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'Inexcusable': Immigation issues force American woman to leave husband, farm in Port Williams

Adam and Courtney Webster hope to sell their produce again this season at the Wolfville Farmers Market if her immigration issues are eased.
Adam and Courtney Webster hope to sell their produce again this season at the Wolfville Farmers Market if her immigration issues are eased.

PORT WILLIAMS NS – Young farmer Courtney Webster has had to leave Nova Scotia for Florida due to immigration complications.

 

The Port Williams-area resident left Canada on Dec. 31 - three months after her last permit expired - says her husband of three years, Adam Webster.

Adam believes his wife was being treated very indifferently by the immigration officers that looked at her application.

“I think this is inexcusable especially for a province that is in desperate need of people,” he said.

The young couple reached out to the prime minister, Kings-Hants MP Scott Brison, the premier, the immigration minister and an immigration lawyer for aid. Now a Go Fund Me page has been started to assist them with related costs.

The Websters, who met a decade ago, operate Olde Furrow Farm on Belcher Street. They specialize in non-spray produce.

While studying horticulture at the Nova Scotia Community College and contributing to the farm, Courtney said via email that she has attempted to follow Immigration Canada dictates to achieve permanent residency.

Her hope is to obtain a new U.S. passport and attempt to regain entry into Canada. They have already spent over $1,000 on fees and professional advice.

“If there is anyone that should be immigrating to Canada, it's her - she's extremely hard working, has strong morals and has become tightly interwoven into the community here. She belongs here with me and the lack of care that is being shown to her is very discouraging,” said Adam

Reaching out to various politicians, Adam added, was frustrating. Each one “referred us to each other or replied that there was nothing they could do.”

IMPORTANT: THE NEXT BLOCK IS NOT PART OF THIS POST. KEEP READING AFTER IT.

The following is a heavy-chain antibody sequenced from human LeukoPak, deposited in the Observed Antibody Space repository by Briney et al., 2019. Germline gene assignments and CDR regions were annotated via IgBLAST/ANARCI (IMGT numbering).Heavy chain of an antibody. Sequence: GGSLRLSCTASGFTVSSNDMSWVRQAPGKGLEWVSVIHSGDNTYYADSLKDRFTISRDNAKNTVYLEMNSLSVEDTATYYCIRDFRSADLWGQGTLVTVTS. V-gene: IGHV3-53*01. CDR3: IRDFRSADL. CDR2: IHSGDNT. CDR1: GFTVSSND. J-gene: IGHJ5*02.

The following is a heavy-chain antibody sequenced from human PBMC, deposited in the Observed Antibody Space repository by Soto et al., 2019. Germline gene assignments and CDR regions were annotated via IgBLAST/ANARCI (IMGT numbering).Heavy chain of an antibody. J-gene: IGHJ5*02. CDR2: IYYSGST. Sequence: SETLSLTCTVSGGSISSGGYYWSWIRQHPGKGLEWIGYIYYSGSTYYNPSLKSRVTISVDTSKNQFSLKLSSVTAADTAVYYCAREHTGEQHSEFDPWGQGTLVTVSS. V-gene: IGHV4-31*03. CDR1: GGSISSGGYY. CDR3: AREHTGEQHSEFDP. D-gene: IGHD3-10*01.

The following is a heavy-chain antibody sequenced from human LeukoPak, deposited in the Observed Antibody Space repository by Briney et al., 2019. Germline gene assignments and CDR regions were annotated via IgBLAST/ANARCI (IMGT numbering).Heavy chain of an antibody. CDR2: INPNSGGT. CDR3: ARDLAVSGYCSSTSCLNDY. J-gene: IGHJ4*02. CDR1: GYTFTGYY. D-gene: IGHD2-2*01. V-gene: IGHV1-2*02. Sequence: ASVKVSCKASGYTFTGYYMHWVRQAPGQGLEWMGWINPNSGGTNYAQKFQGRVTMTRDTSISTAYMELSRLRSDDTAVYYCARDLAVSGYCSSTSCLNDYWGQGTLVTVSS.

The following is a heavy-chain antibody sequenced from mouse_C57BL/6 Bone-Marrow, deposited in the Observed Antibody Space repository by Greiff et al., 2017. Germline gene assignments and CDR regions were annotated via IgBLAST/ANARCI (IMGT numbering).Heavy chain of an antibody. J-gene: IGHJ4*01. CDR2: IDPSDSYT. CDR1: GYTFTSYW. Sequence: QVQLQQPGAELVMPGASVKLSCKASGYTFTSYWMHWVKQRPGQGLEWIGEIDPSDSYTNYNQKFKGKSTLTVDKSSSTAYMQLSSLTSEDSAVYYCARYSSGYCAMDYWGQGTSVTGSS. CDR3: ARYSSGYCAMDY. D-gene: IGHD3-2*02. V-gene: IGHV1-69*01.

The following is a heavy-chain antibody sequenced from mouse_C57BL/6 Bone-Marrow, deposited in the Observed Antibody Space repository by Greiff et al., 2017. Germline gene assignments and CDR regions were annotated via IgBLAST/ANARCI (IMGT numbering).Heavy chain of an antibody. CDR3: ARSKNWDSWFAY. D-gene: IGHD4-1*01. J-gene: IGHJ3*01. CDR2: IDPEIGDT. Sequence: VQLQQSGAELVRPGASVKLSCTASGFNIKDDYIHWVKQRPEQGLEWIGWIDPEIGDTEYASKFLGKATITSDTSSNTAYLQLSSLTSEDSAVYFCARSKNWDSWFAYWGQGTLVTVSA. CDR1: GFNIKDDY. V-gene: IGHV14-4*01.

He said the lawyer they met with indicated the application Courtney had applied for had an average processing time of seven years and “was not the best one for us: information that would have been very useful when we were inquiring with immigration officers at the beginning of this whole process.

“We are two people in love who just want to live and farm together, and this process has been wearing us down financially as well as emotionally. It shouldn't be this difficult,” Adam said.

Go online: https://www.gofundme.com/olde-furrow-farmers

 

 

 

The Port Williams-area resident left Canada on Dec. 31 - three months after her last permit expired - says her husband of three years, Adam Webster.

Adam believes his wife was being treated very indifferently by the immigration officers that looked at her application.

“I think this is inexcusable especially for a province that is in desperate need of people,” he said.

The young couple reached out to the prime minister, Kings-Hants MP Scott Brison, the premier, the immigration minister and an immigration lawyer for aid. Now a Go Fund Me page has been started to assist them with related costs.

The Websters, who met a decade ago, operate Olde Furrow Farm on Belcher Street. They specialize in non-spray produce.

While studying horticulture at the Nova Scotia Community College and contributing to the farm, Courtney said via email that she has attempted to follow Immigration Canada dictates to achieve permanent residency.

Her hope is to obtain a new U.S. passport and attempt to regain entry into Canada. They have already spent over $1,000 on fees and professional advice.

“If there is anyone that should be immigrating to Canada, it's her - she's extremely hard working, has strong morals and has become tightly interwoven into the community here. She belongs here with me and the lack of care that is being shown to her is very discouraging,” said Adam

Reaching out to various politicians, Adam added, was frustrating. Each one “referred us to each other or replied that there was nothing they could do.”

He said the lawyer they met with indicated the application Courtney had applied for had an average processing time of seven years and “was not the best one for us: information that would have been very useful when we were inquiring with immigration officers at the beginning of this whole process.

“We are two people in love who just want to live and farm together, and this process has been wearing us down financially as well as emotionally. It shouldn't be this difficult,” Adam said.

Go online: https://www.gofundme.com/olde-furrow-farmers

 

 

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